After an Intel ad we get a brief interview with Sirius CEO Mel Karmazin. (Kudos to the editors for going with "Siriusly Speaking" rather than "The Karmazin' Race.") Mel claims to have learned "nothing good" from former employer Sumner Redstone. Interviewer Nancy Hass asks some toughish questions, but stuff like "You are a man with an urge to merge" doesn't exactly go for the jugular. Below the interview is a photo-laden timeline that could have come from Radar, Spy or Vanity Fair, actually.

Microsoft has a page, and then there's a photospread on the ad people who will make the big decisions at the television upfronts. Unilever's Laura Klauberg has nice legs. A Microsoft spread following up on the previous ad gives way to a page on architecture ("Mine's Bigger") that is both chart and list on the "ridiculous race to build the world's tallest building." Canali has a page. The next page has a cartoon! It's about corporate-cafeteria health-code violations! (Advertiser Credit Suisse, as well as Newsweek and Verizon get mentions, but there is nothing about the Conde caf, which we're sure is spotless.)

There's a then-and-now charticle (So many entry points!) concerning Bubble 2.0 (FAVORITE POL: Then: Bill, Now: Hillary. You get the idea). After another page of THe FILe, there's a humorous collection of real excuses corporations made for not meeting estimates, which is slightly less amusing when you realize that the item atop it is all about MINING DEATHS. Well, we guess they both do fall under the "WORKPLACE" rubric.

Nic Cage is selling Montblanc watches? What, they couldn't find anyone creepier? Anyway, that ad is followed up by a four-page Merrill Lynch thing. Their slogan is "TOTAL MERILL" which seems an odd choice when it's placed directly next to a giant bull. Anyway. There's a full spread about China's preparation for the 2008 Olympics, which mainly consists of a giant picture of the still-under-construction stadium. Helpful logos at bottom bring you information about how much steel is being used, daily worker pay, etc.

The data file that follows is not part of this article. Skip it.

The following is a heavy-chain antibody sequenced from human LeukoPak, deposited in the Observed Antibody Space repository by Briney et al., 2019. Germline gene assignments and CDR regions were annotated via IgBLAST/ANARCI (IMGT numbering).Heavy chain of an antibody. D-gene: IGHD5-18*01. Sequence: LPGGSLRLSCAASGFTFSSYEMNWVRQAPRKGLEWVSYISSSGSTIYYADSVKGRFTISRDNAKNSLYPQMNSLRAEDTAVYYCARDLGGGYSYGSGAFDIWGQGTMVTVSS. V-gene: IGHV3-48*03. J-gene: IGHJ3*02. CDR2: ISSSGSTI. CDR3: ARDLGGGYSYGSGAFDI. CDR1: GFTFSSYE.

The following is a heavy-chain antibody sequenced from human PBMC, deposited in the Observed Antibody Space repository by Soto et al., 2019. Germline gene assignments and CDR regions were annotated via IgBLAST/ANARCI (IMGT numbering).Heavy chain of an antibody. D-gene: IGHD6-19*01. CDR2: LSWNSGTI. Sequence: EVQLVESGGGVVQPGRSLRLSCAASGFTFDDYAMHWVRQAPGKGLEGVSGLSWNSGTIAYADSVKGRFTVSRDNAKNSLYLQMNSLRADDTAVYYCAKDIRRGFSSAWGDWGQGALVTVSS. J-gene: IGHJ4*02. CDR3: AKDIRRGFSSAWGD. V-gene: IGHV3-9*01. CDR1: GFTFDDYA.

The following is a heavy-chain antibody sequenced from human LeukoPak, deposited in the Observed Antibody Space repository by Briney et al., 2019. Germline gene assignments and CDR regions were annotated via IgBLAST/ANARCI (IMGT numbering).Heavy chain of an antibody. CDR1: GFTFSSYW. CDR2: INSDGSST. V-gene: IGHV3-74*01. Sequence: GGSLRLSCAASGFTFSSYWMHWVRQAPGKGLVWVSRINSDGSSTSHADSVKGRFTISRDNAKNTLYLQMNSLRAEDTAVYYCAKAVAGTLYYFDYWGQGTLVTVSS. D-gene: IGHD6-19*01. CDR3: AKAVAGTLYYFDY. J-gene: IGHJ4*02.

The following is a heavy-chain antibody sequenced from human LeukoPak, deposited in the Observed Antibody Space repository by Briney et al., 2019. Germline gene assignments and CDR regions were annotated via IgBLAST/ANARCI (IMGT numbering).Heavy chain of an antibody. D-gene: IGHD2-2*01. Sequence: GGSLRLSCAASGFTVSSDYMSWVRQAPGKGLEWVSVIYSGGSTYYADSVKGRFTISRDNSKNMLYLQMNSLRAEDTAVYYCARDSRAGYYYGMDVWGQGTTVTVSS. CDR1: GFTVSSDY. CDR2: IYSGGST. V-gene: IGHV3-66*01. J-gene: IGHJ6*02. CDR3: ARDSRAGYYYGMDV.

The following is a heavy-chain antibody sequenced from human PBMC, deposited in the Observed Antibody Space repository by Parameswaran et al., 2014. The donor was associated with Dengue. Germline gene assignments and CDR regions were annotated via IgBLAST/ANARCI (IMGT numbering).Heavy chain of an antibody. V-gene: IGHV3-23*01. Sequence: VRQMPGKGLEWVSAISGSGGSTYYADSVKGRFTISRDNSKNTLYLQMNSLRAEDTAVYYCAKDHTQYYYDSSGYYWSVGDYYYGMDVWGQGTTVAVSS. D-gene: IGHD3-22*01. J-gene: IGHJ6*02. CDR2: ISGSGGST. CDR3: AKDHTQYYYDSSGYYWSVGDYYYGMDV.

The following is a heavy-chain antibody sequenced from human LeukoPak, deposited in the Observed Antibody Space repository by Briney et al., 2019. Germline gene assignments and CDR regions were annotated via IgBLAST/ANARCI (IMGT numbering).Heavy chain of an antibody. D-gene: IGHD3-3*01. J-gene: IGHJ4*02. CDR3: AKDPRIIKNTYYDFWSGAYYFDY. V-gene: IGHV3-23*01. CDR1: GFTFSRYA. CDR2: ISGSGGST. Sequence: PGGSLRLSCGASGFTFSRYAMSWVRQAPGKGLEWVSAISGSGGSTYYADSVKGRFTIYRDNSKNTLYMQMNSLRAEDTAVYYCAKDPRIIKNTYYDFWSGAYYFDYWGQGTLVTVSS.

Porsche has an ad spread. There's a page about exit compensation that tries to muster some outrage about the giant sums given to underperforming executives upon their departure that would be more convincing were it not placed aside an ad for Audemars Piguet watches, which are apparently made for the rich executive with Asperger's. That ad continues on for three more pages, and is followed by an ad from Portfolio.com thanking its "digital partners" for "embracing innovation."

"THE LAST WORD" in brief is an Alexandra "Daughter of Tom" Wolfe piece on "the past year's most extravagant bar and bat mitzvahs." As our co-editor Emily said, "I remember reading 'there are lavish bar mitzvahs' articles when i was PREPARING FOR MY BAT MITZVAH. And they had better headlines." (This one is called "Mazel Top This," so we're inclined to agree.) Still, you're not going to see pictures of Snoop Dogg and Liza Minnelli in fusty old Forbes, are you?

We don't read Forbes, so that's an actual question.

Burberry: One page. Mass Mutual: a spread. And, here we go. Columnists. John Cassidy tackles Economics (Global warming might not be as bad as we think, economists say. Oh do they.) Jesse Eisenger covers Wall Street (Will derivatives fuck up the market? Maybe not! But probably!). At this point we're just gonna stop counting the ads unless there's something really sexy or egregious, but trust us, there's one on every other page. We're not sure what they're charging over at Conde, but even if it's pennies they've probably already earned out on that 100-million-dollar investment.